U2 Didn’t Win an Oscar- I have not seen Frozen yet, but I am assuming that it is a good thing that Robert Lopez became an EGOT before Bono did.

Oscar Winner Spike Jonze- Oscar Winner Spike Jonze. It has a nice ring to it. I have been a fan of this guy since I was in eighth grade. I wasn’t sure what would happen to Jonze after the disappointment of Where the Wild Things Are. But with Her, Jonze showed that he could didn’t need a Charlie Kaufman script to make something wonderful (though I would love to see them reunite again in the near future). Oscar Winner Spike Jonze.

Cate Blanchett- So everybody expected her to win. That does not mean that she wasn’t actually deserving of the award. Her performance in Blue Jasmine is the best thing since sliced bread gave a really good performance in that one movie.

Bill Murray Pays Tribute to an Old Friend- In one of the nights most pleasant surprises, Bill Murray, who was presenting the award for Best Cinematography, threw Harold Ramis’ name onto the list. Ramis passed away this past week. The two of them had a falling out and had not worked together since Groundhog Day. It was a quick yet moving impromptu shout out. In one little moment, an entire feud was possibly solved. There were many more movies that Murray could have listed besides CaddyshackGhostbusters, and Groundhog Day, but he is Bill Murray so he gets to do whatever the hell he wants.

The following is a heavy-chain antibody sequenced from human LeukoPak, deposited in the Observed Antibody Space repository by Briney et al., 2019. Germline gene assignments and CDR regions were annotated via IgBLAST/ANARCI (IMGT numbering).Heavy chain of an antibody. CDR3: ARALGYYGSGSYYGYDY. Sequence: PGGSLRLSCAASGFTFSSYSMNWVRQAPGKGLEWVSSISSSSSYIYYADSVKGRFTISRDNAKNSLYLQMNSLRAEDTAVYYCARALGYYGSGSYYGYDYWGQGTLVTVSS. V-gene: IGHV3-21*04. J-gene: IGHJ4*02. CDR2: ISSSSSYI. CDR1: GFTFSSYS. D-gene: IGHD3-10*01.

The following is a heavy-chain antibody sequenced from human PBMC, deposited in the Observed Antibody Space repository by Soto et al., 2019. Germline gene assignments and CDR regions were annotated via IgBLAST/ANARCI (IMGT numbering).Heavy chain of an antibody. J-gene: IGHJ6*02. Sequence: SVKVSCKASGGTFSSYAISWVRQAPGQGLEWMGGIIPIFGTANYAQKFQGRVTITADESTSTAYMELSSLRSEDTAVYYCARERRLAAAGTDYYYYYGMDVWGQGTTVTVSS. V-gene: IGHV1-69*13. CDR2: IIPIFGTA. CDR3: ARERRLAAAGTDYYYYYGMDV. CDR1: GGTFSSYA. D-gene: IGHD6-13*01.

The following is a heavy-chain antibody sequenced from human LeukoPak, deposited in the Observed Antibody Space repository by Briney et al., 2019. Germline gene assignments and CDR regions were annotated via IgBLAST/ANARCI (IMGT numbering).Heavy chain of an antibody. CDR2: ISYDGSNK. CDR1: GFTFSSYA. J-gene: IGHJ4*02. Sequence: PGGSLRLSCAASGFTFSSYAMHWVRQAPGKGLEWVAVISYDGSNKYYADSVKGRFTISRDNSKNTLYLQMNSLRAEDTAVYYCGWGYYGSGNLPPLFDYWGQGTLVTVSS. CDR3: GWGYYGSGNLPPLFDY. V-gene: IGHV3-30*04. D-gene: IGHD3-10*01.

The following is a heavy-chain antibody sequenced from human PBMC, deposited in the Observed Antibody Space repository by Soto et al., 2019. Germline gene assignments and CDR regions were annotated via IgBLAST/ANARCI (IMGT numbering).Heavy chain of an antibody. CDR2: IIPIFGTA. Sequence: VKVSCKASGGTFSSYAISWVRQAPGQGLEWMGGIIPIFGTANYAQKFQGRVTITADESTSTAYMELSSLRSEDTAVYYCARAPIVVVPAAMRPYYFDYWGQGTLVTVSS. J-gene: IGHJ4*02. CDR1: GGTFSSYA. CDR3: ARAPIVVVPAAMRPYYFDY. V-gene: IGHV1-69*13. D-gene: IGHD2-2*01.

What I Didn’t Like

Ellen DeGeneres- Besides that awesome selfie, Ellen DeGeneres was a let down as this year’s host. The best her writers could do was a gag where they brought pizzas out to the audience, which would have been way better if a) Brad Pitt smeared his slice all over his Macklemore haircut or b) somebody had to refuse because they are lactose intolerant. Ellen loves to dance but she never got to. During most of the show, it just seemed like Ellen was in the middle of telling jokes that were predictable and uninspired to begin with (not to brag or anything, because this is not something to brag about, but I totally predicted that Jonah Hill/prosthetic penis joke). There are so many young and bold hosts they could get for next year. Jimmy Fallon. John Mulaney. Amy Schumer. Or if you want a safe bet: Tina Fey and Amy Poehler.